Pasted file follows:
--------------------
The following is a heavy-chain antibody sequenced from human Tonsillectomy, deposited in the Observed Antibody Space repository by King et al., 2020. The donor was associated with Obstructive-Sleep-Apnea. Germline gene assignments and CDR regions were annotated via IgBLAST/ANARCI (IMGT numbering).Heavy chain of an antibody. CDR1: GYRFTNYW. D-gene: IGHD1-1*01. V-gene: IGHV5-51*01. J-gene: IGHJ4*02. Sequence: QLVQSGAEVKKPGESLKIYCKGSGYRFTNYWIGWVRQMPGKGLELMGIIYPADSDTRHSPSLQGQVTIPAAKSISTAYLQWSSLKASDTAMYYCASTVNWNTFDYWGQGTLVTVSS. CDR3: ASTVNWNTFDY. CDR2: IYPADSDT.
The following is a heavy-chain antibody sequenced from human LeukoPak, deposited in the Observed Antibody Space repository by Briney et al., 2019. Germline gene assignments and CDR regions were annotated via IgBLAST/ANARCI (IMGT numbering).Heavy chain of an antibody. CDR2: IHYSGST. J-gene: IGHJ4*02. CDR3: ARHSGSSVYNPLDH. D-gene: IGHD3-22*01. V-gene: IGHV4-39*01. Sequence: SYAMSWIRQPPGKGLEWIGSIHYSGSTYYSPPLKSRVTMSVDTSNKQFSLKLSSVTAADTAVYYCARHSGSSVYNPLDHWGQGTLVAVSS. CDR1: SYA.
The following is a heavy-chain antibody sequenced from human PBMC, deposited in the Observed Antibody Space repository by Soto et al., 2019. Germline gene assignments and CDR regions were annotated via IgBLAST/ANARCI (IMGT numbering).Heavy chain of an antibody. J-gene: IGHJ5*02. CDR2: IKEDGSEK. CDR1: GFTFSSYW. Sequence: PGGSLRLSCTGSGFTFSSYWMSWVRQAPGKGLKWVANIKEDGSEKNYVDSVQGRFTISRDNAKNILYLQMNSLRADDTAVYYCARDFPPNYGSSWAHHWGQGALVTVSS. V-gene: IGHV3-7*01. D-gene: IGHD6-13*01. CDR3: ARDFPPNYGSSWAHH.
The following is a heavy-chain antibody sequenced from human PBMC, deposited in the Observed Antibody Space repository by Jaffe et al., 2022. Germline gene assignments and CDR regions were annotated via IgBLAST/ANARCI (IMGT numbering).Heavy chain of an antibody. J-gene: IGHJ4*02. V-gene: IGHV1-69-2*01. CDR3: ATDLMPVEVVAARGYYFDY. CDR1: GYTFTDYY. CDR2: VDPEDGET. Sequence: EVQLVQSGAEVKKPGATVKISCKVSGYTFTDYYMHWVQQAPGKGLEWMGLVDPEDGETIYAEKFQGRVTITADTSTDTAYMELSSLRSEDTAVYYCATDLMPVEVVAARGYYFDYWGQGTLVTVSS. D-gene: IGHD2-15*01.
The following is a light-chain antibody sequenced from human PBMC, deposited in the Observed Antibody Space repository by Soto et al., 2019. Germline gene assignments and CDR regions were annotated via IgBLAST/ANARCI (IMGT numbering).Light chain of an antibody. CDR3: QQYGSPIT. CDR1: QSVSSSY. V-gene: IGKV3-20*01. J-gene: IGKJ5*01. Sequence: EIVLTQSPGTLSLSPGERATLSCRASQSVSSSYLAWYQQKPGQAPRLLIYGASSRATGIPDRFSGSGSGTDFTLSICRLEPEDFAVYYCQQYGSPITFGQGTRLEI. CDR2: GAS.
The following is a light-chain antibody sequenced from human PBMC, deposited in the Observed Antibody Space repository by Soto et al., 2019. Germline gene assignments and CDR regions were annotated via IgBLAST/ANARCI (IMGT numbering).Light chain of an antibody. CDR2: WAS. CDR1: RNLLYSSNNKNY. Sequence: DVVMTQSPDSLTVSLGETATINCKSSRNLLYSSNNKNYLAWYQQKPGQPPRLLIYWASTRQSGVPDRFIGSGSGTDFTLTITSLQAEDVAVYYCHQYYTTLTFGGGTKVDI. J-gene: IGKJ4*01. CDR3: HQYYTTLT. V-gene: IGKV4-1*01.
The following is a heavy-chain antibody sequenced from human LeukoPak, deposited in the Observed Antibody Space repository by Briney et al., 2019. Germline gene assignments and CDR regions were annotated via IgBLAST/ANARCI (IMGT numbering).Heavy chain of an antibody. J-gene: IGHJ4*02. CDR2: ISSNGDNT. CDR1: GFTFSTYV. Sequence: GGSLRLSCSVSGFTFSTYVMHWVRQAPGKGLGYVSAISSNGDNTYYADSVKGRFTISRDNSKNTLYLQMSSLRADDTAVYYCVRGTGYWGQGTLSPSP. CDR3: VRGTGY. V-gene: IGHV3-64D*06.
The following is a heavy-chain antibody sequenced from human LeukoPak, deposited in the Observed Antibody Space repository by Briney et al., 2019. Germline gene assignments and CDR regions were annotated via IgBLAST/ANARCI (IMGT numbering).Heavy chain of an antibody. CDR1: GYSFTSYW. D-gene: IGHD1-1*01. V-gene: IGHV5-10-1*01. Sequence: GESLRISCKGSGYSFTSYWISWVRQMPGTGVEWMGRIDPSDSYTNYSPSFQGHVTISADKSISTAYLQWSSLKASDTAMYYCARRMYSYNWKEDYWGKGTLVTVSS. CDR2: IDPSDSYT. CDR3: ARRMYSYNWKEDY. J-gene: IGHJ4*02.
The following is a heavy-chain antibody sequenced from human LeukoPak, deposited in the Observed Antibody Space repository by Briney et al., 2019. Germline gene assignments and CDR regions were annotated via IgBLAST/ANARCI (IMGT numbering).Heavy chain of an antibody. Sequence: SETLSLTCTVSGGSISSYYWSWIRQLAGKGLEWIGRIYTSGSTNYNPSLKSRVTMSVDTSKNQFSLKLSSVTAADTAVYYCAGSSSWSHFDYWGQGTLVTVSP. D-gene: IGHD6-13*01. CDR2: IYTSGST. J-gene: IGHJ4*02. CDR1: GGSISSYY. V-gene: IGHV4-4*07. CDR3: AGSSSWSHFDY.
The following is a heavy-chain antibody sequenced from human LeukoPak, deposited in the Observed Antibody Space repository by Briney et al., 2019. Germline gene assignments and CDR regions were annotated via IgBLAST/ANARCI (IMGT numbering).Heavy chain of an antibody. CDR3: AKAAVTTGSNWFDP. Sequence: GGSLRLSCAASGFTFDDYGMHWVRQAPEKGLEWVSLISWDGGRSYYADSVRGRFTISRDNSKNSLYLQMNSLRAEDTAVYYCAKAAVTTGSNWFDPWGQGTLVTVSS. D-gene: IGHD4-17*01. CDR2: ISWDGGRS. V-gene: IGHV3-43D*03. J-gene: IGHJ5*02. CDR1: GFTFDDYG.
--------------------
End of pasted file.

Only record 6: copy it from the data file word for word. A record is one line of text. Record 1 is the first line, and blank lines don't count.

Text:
The following is a light-chain antibody sequenced from human PBMC, deposited in the Observed Antibody Space repository by Soto et al., 2019. Germline gene assignments and CDR regions were annotated via IgBLAST/ANARCI (IMGT numbering).Light chain of an antibody. CDR2: WAS. CDR1: RNLLYSSNNKNY. Sequence: DVVMTQSPDSLTVSLGETATINCKSSRNLLYSSNNKNYLAWYQQKPGQPPRLLIYWASTRQSGVPDRFIGSGSGTDFTLTITSLQAEDVAVYYCHQYYTTLTFGGGTKVDI. J-gene: IGKJ4*01. CDR3: HQYYTTLT. V-gene: IGKV4-1*01.